Their unexpected moment in the sun

Perry is a Times staff writer.

The Marines of the Two-Seven were not even supposed to deploy to Afghanistan. Their original destination was Iraq, and when they were sent here in April as a stopgap measure to help an overwhelmed NATO force, the plan had been to spend the time mentoring Afghan national police.

It didn't turn out that way.

Instead of training policemen, the lightly equipped 2nd Battalion, 7th Regiment of the 1st Marine Division found itself engaged in firefights with insurgent units of 100 or more fighters. They faced Taliban snipers and roadside bombs.

Twenty members of the 1,000-member battalion died in combat.

"It definitely was a lot worse than we expected," said Cpl. James Flores, 22, of Thousand Oaks. "A lot more active."

The Two-Seven has begun returning to its desert base in Twentynine Palms; the bulk will be home by early December. The members take credit for leaving behind 800 trained Afghan police, hundreds of dead Taliban fighters and nascent diplomacy with village leaders.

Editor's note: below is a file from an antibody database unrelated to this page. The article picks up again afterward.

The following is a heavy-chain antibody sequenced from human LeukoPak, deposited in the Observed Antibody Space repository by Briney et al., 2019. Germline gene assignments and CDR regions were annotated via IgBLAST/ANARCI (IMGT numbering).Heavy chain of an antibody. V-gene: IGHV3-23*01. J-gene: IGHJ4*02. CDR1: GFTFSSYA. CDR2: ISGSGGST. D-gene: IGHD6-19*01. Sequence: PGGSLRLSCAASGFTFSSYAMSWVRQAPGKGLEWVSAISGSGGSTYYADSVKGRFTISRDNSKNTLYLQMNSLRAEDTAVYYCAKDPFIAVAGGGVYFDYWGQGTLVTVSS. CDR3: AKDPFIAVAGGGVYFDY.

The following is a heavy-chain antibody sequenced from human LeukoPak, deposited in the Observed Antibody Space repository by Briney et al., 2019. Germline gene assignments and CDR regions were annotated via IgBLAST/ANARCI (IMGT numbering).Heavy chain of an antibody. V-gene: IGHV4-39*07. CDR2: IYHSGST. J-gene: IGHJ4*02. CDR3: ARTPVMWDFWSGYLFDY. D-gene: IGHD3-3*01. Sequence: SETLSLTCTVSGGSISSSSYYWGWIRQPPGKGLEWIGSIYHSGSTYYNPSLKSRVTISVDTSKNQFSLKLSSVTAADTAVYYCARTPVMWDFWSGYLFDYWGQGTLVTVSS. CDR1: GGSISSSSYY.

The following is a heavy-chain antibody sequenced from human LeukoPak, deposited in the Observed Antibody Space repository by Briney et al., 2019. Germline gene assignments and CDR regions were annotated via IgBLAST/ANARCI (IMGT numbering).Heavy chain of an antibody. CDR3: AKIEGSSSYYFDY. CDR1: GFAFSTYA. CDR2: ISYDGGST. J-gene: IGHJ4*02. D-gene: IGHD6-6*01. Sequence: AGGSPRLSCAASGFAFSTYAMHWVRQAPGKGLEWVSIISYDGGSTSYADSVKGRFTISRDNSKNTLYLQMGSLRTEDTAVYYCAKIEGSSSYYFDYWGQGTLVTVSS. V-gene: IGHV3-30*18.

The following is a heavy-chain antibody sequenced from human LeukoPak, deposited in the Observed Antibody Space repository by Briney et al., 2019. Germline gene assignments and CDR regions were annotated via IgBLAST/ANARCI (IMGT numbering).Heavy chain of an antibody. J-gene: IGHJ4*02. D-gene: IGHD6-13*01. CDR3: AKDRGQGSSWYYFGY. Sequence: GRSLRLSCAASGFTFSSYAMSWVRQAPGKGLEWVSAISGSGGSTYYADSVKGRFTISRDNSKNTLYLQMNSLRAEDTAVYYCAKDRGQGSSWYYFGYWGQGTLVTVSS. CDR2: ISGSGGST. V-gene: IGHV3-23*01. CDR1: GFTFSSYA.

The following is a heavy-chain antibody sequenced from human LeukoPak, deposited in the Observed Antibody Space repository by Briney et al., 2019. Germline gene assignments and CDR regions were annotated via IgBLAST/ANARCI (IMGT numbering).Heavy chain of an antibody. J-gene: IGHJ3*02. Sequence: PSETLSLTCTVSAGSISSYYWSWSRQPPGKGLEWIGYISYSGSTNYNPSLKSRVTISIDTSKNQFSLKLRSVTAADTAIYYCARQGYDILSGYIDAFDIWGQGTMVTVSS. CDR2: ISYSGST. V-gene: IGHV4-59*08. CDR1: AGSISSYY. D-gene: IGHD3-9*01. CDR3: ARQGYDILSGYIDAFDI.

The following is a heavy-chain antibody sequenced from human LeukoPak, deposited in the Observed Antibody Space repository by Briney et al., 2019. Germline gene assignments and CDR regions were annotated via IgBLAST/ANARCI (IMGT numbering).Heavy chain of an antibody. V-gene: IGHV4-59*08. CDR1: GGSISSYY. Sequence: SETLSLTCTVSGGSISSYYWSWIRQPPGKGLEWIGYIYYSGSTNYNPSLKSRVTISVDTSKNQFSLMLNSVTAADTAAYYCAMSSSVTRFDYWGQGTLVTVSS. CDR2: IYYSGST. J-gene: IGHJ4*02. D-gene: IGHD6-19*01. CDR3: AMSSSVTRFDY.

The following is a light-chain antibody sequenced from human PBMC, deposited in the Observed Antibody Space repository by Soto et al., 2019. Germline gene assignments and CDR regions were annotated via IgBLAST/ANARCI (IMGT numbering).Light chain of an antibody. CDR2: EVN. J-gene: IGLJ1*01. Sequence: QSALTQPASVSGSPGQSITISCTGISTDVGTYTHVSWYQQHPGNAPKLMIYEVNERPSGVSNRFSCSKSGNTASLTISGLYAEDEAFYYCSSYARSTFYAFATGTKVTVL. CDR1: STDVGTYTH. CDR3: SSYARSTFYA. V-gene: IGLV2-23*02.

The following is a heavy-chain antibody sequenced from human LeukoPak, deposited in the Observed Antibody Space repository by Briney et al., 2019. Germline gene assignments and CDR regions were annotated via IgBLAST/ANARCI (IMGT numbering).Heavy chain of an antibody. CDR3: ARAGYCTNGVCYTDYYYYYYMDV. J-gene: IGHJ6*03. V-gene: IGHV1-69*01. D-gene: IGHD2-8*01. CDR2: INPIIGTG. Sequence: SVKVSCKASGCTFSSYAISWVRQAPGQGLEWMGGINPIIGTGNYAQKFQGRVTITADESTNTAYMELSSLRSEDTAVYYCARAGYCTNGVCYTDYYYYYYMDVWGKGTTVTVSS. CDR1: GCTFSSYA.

They also served notice that the Marines were back in Afghanistan to stay.

Based in part on the experiences of the Two-Seven and the grit of its individual members, Marine Corps officials are planning to greatly expand their numbers here -- an unexpected result of a deployment that wasn't even supposed to be.

A replacement task force will consist of about 2,300 troops, more than double the size of the Two-Seven's initial deployment. It will include infantry from Camp Lejeune in North Carolina, an air wing from Miramar Marine Corps Air Station in San Diego and a headquarters unit from Hawaii -- a "special air-ground" task force with all the gear, air power and other assets the Two-Seven lacked when it arrived.

An unspecified number of Marine special operators are also in Afghanistan.

Lt. Gen. Samuel Helland, commander of the Marine Force Central Command, said he would like 15,000 Marines sent here soon "to crush the enemies of Afghanistan."

That was never part of the plan. When Commandant Gen. James T. Conway first suggested that Marines be shifted from Iraq to Afghanistan, Defense Secretary Robert M. Gates rejected the idea.

Months later, under pressure to bolster North Atlantic Treaty Organization allies in Afghanistan's troubled south, Gates relented. He agreed to send the Two-Seven to Helmand province and deploy the much larger 24th Marine Expeditionary Unit from Camp Lejeune several hundred miles to the east.